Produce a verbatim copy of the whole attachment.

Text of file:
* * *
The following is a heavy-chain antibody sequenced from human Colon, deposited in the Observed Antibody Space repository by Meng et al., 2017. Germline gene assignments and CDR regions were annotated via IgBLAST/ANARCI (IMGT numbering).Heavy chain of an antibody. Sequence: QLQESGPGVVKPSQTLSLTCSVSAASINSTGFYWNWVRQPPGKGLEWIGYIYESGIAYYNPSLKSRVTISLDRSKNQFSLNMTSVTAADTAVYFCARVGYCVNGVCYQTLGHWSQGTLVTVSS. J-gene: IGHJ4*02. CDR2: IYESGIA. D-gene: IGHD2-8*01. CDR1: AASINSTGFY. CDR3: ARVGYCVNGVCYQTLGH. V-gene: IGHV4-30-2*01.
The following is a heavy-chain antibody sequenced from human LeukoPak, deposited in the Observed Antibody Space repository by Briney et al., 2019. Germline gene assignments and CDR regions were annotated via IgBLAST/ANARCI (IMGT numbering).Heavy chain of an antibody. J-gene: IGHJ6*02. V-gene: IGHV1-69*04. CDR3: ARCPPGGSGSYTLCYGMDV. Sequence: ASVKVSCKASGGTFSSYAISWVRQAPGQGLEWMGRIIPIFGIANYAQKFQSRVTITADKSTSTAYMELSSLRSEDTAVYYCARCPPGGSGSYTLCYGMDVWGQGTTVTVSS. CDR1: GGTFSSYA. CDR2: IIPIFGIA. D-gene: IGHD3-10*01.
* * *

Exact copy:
The following is a heavy-chain antibody sequenced from human Colon, deposited in the Observed Antibody Space repository by Meng et al., 2017. Germline gene assignments and CDR regions were annotated via IgBLAST/ANARCI (IMGT numbering).Heavy chain of an antibody. Sequence: QLQESGPGVVKPSQTLSLTCSVSAASINSTGFYWNWVRQPPGKGLEWIGYIYESGIAYYNPSLKSRVTISLDRSKNQFSLNMTSVTAADTAVYFCARVGYCVNGVCYQTLGHWSQGTLVTVSS. J-gene: IGHJ4*02. CDR2: IYESGIA. D-gene: IGHD2-8*01. CDR1: AASINSTGFY. CDR3: ARVGYCVNGVCYQTLGH. V-gene: IGHV4-30-2*01.
The following is a heavy-chain antibody sequenced from human LeukoPak, deposited in the Observed Antibody Space repository by Briney et al., 2019. Germline gene assignments and CDR regions were annotated via IgBLAST/ANARCI (IMGT numbering).Heavy chain of an antibody. J-gene: IGHJ6*02. V-gene: IGHV1-69*04. CDR3: ARCPPGGSGSYTLCYGMDV. Sequence: ASVKVSCKASGGTFSSYAISWVRQAPGQGLEWMGRIIPIFGIANYAQKFQSRVTITADKSTSTAYMELSSLRSEDTAVYYCARCPPGGSGSYTLCYGMDVWGQGTTVTVSS. CDR1: GGTFSSYA. CDR2: IIPIFGIA. D-gene: IGHD3-10*01.